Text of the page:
A lot of applications out there use maps to show the locations of different objects. Maps are great for good user experience: user can actually see where an object lies in the map, drag it around different places, search different objects by drawing shapes on a map, and not to mention that the nearby search has one of the favorite features of using maps in your application. And the best thing is: maps aren’t hard to implement – not at least in Rails.
Rails is famous for its modular approach for different things. Either one can go, and write all the code for communicating with Google Maps API from scratch, but why to “reinvent the wheel” when there are so many gems available ready to do the task that you are trying to accomplish.
In this article, we shall study geocoder gem, a very popular gem to integrate geolocation in your application.
Don’t forget to do bundle install.
The very first thing that we need to is to add columns for storing the location of an object. Let’s say we have a model House and we would like to store the location of different House objects in the database.
rails g migration add_latitude_and_longitude_columns_to_hou ses longitude:float latitude:float rake db:migrate
After that, we need to specify from where we need to get latitude and longitude. It won’t be a good user experience to get latitude and longitude values directly from the user – instead, we’d like to get a plain string from the user that represents the address, and get it converted to latitude and longitude from that address.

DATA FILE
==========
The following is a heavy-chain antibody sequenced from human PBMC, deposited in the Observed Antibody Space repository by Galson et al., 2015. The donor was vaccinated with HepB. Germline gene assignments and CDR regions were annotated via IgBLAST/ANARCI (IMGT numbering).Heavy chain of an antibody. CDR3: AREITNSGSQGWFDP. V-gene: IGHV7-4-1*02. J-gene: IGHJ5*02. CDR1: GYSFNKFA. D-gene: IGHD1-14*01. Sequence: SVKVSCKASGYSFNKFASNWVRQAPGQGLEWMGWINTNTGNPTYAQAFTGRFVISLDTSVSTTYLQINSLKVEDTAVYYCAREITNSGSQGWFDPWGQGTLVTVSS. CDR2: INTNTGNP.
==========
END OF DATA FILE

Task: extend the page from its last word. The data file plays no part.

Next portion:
class House < ActiveRecord::Base geocoded_by :address after_validation :geocode end
address is a column in houses table, responsible for storing the actual address of a house. after_validation will make sure that each time a House object is saved, it will update the latitude and longitude according to the address.
Google Maps has a limit of how many requests we can send per second and a total of how many a day. after_validation will work each time an object is saved, even when address has been same. So we’d like to work through this exception:
after_validation :geocode, if: :address_changed?
Now, it will only hit Google Maps API for getting latitude and longitude when address actually changed.
Now, there are a plenty of methods provided by geocoder that we can use to accomplish different tasks related to distance measurement.
Starting with near method. You can pass it two arguments: the location within which it should send you different objects, and the actual distance taken from that location.
House.near('Omaha, NE, US', 20)
The above line of code will send you different objects that are within a distance of 20 miles from ‘Omaha, NE, US’. Not only the address, you can also use latitude and longitude to perform the same operation:
House.near([40.71, -100.23], 20)
You can change the distance unit as well. If you want to use a different unit, other than mile, you will accomplish this by sending an option through the key units like:
House.near('Omaha, NE, US', 20, units: :km)
So this is it for the first part. Head over to the second part to know about advanced things in Google Maps.